KIPP alum and current Georgetown University student, Josue Coronado, was recently selected for the KIPP Federal Policy Fellowship Program in Washington, D.C. Josue's application shows his passion for fixing a broken education system and his drive to make a difference.
Our education system is broken. While most suburban, middle class students attend top schools, simply because they can afford them, lower income families are forced to fight amongst each other because of the limited spaces allotted for non-zoned “gifted” students in affluent public schools. The number of these bright, lower income students dwindles further as they are often victims of families plagued by ignorance: a state reflective not of their intelligence but their impoverishment. It is a cycle that continually oppresses low-income communities of the United States, subsequently subjugating them to a life of long days, manual labor, and hundreds of thousands of hours of work. Growing up in a predominantly low-income Latino community, I often saw my neighborhood plagued with the socioeconomic injustices stemming from a lack of resources. Education, or rather lack thereof, was one of them. Having received an education from KIPP Houston High School, and as I continue my studies at Georgetown University, I have made it my mission to reform education in America: a responsibility that ensures America’s constituents don't have to relinquish what is arguably the most valuable commodity in the world, knowledge, because of their financial status.
My mother grew up in some of the poorest streets of Houston. Her mother, my grandmother, cleaned house after house, scrubbing floors on her knees to support her five children living in their two bedroom apartment in Houston. My father, like my grandmother, a Mexican immigrant, dropped out of the ninth grade to ease the financial constraints burdening my grandparents. He began working in the suburbs of the elite, landscaping with my grandfather, bringing in money to help put my tias y tios through high school. Flash-forward to two decades later and their son becomes the first in his family to attend a four-year university: to go on to la Universidad. Pero mira, this isn’t an accolade to be proud of but a problem that must fixed. Six older cousins, all graduates of high school, and they each laid their collegiate journals on the desk, never to be opened: never to be written in. This is the burden I carry, but it is not one that is in vain. I will tell how a Latino, son of immigrants, saw his grandparents, his uncles and aunts, his cousins, struggling to make ends meet, witnessed first-hand gang violence plaguing his community, and used it to give voices to those unheard.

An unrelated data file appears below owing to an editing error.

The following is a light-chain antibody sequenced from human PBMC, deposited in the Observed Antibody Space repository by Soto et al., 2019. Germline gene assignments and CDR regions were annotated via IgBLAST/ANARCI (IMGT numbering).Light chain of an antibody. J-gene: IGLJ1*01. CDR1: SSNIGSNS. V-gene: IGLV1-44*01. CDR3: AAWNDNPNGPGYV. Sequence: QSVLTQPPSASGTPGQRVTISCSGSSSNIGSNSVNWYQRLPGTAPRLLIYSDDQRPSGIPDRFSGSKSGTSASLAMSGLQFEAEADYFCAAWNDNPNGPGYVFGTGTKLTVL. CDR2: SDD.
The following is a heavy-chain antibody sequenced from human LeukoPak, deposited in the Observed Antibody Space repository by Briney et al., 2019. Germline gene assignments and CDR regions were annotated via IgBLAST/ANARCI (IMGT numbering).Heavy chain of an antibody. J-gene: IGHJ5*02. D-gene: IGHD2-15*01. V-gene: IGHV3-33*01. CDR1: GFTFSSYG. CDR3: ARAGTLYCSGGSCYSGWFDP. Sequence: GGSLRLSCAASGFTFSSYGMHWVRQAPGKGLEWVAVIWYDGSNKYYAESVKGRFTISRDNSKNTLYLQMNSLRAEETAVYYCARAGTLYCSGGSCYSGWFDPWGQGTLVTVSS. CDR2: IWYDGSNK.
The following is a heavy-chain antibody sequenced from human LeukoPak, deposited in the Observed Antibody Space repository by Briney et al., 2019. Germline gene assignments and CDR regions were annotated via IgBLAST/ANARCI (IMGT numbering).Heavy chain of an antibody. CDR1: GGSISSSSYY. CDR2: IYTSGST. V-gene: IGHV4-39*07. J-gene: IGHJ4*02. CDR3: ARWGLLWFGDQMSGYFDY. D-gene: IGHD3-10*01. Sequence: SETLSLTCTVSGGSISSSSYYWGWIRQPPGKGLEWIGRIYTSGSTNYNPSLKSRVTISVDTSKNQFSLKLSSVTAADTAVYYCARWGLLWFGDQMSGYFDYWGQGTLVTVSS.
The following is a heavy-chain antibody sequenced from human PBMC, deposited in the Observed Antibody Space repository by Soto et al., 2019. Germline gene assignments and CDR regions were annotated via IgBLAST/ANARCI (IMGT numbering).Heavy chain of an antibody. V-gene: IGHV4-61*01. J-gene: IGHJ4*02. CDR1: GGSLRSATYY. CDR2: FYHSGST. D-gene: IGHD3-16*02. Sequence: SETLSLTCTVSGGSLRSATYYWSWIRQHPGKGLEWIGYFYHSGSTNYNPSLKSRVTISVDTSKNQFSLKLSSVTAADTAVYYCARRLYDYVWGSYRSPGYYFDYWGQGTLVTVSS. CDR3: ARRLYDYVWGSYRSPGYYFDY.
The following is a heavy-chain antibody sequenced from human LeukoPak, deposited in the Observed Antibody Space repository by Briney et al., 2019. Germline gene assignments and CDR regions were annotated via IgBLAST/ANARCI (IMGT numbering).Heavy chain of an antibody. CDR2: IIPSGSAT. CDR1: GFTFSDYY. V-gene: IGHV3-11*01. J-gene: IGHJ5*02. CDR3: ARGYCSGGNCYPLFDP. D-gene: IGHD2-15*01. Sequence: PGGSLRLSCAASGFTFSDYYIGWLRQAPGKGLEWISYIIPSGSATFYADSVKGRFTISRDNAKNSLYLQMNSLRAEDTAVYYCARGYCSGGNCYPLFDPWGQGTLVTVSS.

But my story can’t stop at me. I want all underrepresented families to have their stories heard, to have their stories written not by someone else but by them themselves. However, first, they must have the opportunity, the access. Participating in this program allows me to take one more step in the right direction—one step closer to articulating the kind of barriers that KIPP students of color, and students of low-income families face. Congress and the White House must know, yes, there is beauty in our struggle, but even more beauty in our success.